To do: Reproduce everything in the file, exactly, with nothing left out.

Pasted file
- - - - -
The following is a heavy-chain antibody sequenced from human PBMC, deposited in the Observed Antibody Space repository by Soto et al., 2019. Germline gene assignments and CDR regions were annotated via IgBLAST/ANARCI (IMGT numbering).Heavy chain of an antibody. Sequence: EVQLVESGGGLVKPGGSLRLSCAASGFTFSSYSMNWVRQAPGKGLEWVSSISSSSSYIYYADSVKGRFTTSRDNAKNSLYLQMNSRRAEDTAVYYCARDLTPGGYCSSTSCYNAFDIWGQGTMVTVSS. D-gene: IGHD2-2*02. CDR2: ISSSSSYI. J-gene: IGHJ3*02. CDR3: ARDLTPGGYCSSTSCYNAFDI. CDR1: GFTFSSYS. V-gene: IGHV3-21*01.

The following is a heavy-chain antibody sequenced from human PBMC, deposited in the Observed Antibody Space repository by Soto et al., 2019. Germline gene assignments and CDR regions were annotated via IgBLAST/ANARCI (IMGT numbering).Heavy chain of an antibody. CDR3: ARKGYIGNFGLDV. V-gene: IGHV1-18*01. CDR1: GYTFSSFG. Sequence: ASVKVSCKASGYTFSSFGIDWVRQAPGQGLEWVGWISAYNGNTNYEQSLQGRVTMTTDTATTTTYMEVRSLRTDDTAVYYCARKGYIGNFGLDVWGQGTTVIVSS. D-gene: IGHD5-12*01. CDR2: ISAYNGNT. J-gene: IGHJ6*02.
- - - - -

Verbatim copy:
The following is a heavy-chain antibody sequenced from human PBMC, deposited in the Observed Antibody Space repository by Soto et al., 2019. Germline gene assignments and CDR regions were annotated via IgBLAST/ANARCI (IMGT numbering).Heavy chain of an antibody. Sequence: EVQLVESGGGLVKPGGSLRLSCAASGFTFSSYSMNWVRQAPGKGLEWVSSISSSSSYIYYADSVKGRFTTSRDNAKNSLYLQMNSRRAEDTAVYYCARDLTPGGYCSSTSCYNAFDIWGQGTMVTVSS. D-gene: IGHD2-2*02. CDR2: ISSSSSYI. J-gene: IGHJ3*02. CDR3: ARDLTPGGYCSSTSCYNAFDI. CDR1: GFTFSSYS. V-gene: IGHV3-21*01.

The following is a heavy-chain antibody sequenced from human PBMC, deposited in the Observed Antibody Space repository by Soto et al., 2019. Germline gene assignments and CDR regions were annotated via IgBLAST/ANARCI (IMGT numbering).Heavy chain of an antibody. CDR3: ARKGYIGNFGLDV. V-gene: IGHV1-18*01. CDR1: GYTFSSFG. Sequence: ASVKVSCKASGYTFSSFGIDWVRQAPGQGLEWVGWISAYNGNTNYEQSLQGRVTMTTDTATTTTYMEVRSLRTDDTAVYYCARKGYIGNFGLDVWGQGTTVIVSS. D-gene: IGHD5-12*01. CDR2: ISAYNGNT. J-gene: IGHJ6*02.